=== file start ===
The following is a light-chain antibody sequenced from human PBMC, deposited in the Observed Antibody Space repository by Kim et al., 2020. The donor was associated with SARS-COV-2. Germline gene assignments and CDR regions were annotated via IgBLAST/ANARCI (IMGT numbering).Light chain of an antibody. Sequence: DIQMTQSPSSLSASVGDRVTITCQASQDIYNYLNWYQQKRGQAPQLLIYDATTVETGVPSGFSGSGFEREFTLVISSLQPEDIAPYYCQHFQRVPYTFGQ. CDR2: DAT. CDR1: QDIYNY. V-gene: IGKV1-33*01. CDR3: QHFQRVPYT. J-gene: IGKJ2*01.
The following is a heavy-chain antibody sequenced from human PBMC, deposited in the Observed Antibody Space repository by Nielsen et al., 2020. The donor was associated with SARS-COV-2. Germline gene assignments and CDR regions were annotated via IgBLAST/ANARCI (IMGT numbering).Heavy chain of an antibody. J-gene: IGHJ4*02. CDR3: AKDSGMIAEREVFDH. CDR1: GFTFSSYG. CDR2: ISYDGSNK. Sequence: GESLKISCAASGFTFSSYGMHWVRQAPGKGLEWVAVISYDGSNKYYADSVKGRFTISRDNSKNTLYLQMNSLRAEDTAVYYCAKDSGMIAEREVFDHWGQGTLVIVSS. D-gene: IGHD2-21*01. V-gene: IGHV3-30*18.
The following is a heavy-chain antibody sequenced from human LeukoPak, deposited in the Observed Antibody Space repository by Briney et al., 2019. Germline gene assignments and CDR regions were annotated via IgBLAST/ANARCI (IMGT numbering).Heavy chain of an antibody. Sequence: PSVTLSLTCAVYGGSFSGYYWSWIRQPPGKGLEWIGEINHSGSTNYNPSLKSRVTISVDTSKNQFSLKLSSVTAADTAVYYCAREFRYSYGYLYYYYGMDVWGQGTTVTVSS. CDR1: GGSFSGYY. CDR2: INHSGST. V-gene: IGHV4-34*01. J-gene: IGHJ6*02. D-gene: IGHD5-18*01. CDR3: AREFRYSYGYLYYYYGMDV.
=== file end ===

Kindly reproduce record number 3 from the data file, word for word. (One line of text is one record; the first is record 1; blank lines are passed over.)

The following is a heavy-chain antibody sequenced from human LeukoPak, deposited in the Observed Antibody Space repository by Briney et al., 2019. Germline gene assignments and CDR regions were annotated via IgBLAST/ANARCI (IMGT numbering).Heavy chain of an antibody. Sequence: PSVTLSLTCAVYGGSFSGYYWSWIRQPPGKGLEWIGEINHSGSTNYNPSLKSRVTISVDTSKNQFSLKLSSVTAADTAVYYCAREFRYSYGYLYYYYGMDVWGQGTTVTVSS. CDR1: GGSFSGYY. CDR2: INHSGST. V-gene: IGHV4-34*01. J-gene: IGHJ6*02. D-gene: IGHD5-18*01. CDR3: AREFRYSYGYLYYYYGMDV.